Detecting the presence of hazardous lead paint could become as simple as pressing a piece of paper against a wall and noting a color change.
Scientists at the University of Illinois at Urbana-Champaign have developed a highly sensitive and selective biosensor that functions in much the same fashion as a strip of litmus paper. The researchers report their discovery in a paper that has been accepted for publication in the Journal of the American Chemical Society, and posted on its Web site. The colorimetric sensor is based upon DNA-gold nanoparticle chemistry, and could be used for sensing a variety of environmental contaminants.
Using gold nanoparticles laced with DNA, Illinois chemistry professor Yi Lu and graduate student Juewen Liu are able to hybridize the nanoparticles into aggregate clusters that have a characteristic blue color. In the presence of a specific metal ion, the catalytic DNA will break off individual gold nanoparticles, resulting in a dramatic color shift to red. The intensity of the color depends upon the initial concentration of contaminant metal ions.
James E. Kloeppel | EurekAlert!
New way to look at cell membranes could change the way we study disease
19.11.2018 | University of Oxford
Controlling organ growth with light
19.11.2018 | European Molecular Biology Laboratory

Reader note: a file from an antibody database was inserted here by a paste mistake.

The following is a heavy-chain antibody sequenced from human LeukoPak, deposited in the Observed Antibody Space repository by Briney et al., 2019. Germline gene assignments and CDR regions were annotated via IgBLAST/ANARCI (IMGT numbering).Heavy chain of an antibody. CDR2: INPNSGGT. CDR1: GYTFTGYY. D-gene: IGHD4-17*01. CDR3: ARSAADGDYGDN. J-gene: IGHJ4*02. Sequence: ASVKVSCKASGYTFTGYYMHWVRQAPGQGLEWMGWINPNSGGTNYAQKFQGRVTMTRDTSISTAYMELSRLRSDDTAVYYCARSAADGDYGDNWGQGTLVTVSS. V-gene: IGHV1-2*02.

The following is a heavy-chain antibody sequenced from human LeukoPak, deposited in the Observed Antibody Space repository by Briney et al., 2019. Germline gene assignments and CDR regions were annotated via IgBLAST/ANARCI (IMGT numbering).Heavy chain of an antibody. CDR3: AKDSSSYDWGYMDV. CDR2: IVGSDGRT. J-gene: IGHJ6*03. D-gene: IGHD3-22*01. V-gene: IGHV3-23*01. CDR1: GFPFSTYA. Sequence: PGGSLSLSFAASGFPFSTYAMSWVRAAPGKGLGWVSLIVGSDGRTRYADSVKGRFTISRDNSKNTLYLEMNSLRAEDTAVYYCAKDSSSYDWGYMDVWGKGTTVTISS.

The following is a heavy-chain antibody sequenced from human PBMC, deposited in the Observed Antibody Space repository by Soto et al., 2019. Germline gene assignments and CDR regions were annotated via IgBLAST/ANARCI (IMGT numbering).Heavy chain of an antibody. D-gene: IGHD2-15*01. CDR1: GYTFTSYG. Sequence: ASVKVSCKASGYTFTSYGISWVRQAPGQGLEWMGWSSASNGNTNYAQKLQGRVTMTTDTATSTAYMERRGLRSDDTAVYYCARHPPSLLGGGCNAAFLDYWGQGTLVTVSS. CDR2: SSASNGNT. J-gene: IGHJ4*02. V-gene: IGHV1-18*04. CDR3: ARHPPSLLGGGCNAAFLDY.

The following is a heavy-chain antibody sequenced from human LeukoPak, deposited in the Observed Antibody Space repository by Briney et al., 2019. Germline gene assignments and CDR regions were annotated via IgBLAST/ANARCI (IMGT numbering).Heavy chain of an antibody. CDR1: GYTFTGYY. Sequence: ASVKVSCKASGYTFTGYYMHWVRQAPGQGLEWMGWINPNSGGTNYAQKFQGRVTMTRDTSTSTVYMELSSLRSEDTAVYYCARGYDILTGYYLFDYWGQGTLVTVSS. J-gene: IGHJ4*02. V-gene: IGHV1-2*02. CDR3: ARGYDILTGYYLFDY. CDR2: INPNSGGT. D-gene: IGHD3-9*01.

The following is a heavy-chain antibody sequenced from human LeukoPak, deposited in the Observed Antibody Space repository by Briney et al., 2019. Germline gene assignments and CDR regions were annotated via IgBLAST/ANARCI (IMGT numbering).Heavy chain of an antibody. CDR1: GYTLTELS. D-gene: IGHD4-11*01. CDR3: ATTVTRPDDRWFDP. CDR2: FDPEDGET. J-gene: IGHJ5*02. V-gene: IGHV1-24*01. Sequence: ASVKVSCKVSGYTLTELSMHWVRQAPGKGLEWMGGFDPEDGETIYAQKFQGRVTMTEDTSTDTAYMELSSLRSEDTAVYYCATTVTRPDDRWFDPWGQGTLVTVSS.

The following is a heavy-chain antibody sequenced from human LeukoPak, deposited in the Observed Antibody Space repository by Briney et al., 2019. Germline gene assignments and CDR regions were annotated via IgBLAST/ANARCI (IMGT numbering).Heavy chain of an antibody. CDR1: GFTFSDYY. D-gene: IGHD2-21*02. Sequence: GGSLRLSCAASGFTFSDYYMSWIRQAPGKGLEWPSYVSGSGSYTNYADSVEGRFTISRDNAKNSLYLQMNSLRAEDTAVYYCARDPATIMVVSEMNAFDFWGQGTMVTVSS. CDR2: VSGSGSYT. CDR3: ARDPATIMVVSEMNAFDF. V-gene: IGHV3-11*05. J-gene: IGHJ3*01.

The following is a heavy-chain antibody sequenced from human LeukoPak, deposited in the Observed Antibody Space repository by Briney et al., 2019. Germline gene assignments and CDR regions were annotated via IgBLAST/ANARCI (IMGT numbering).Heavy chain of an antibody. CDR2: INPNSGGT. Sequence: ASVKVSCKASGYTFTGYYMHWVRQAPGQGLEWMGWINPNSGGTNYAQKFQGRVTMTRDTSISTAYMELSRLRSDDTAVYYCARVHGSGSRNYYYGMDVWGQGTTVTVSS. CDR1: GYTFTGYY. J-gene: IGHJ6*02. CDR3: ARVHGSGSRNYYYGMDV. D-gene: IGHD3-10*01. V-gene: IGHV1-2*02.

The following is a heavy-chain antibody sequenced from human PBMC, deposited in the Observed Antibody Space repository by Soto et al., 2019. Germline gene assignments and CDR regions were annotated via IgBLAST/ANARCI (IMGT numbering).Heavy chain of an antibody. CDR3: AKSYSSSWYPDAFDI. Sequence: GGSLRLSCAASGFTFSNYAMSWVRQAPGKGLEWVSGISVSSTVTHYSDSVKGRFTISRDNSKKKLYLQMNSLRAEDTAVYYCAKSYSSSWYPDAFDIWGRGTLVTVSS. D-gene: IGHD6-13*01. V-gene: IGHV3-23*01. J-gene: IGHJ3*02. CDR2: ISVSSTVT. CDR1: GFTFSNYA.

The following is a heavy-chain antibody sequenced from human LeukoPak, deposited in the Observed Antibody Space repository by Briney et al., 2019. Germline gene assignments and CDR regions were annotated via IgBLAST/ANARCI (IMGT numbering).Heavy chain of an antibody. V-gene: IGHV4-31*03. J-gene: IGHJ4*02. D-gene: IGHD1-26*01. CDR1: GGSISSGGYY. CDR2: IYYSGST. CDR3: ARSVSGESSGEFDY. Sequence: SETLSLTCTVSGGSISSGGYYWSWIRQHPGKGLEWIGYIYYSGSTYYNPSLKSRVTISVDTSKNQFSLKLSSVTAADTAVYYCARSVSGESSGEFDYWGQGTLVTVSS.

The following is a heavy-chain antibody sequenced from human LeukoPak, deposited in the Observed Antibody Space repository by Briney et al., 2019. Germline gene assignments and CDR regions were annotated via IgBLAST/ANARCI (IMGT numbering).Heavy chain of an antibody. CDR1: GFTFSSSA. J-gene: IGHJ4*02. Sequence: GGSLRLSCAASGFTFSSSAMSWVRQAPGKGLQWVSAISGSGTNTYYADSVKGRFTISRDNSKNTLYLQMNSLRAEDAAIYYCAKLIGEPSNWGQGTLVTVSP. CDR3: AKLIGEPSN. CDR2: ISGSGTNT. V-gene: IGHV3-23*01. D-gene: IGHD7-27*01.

Researchers at the University of New Hampshire have captured a difficult-to-view singular event involving "magnetic reconnection"--the process by which sparse particles and energy around Earth collide producing a quick but mighty explosion--in the Earth's magnetotail, the magnetic environment that trails behind the planet.
Magnetic reconnection has remained a bit of a mystery to scientists. They know it exists and have documented the effects that the energy explosions can...
Biochips have been developed at TU Wien (Vienna), on which tissue can be produced and examined. This allows supplying the tissue with different substances in a very controlled way.
Cultivating human cells in the Petri dish is not a big challenge today. Producing artificial tissue, however, permeated by fine blood vessels, is a much more...
Faster and secure data communication: This is the goal of a new joint project involving physicists from the University of Würzburg. The German Federal Ministry of Education and Research funds the project with 14.8 million euro.
In our digital world data security and secure communication are becoming more and more important. Quantum communication is a promising approach to achieve...
On Saturday, 10 November 2018, the research icebreaker Polarstern will leave its homeport of Bremerhaven, bound for Cape Town, South Africa.
When choosing materials to make something, trade-offs need to be made between a host of properties, such as thickness, stiffness and weight. Depending on the application in question, finding just the right balance is the difference between success and failure
Now, a team of Penn Engineers has demonstrated a new material they call "nanocardboard," an ultrathin equivalent of corrugated paper cardboard. A square...
19.11.2018 | Event News
09.11.2018 | Event News
06.11.2018 | Event News
19.11.2018 | Materials Sciences
19.11.2018 | Information Technology
19.11.2018 | Life Sciences